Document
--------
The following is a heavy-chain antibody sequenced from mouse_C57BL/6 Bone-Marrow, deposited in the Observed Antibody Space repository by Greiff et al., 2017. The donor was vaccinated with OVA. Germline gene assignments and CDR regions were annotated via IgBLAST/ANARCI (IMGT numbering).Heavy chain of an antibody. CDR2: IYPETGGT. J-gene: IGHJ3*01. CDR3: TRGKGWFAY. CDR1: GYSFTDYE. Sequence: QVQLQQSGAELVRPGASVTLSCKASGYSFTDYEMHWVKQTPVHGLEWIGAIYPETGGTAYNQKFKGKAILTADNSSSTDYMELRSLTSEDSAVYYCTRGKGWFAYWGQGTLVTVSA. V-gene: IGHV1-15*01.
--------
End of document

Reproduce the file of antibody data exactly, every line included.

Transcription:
The following is a heavy-chain antibody sequenced from mouse_C57BL/6 Bone-Marrow, deposited in the Observed Antibody Space repository by Greiff et al., 2017. The donor was vaccinated with OVA. Germline gene assignments and CDR regions were annotated via IgBLAST/ANARCI (IMGT numbering).Heavy chain of an antibody. CDR2: IYPETGGT. J-gene: IGHJ3*01. CDR3: TRGKGWFAY. CDR1: GYSFTDYE. Sequence: QVQLQQSGAELVRPGASVTLSCKASGYSFTDYEMHWVKQTPVHGLEWIGAIYPETGGTAYNQKFKGKAILTADNSSSTDYMELRSLTSEDSAVYYCTRGKGWFAYWGQGTLVTVSA. V-gene: IGHV1-15*01.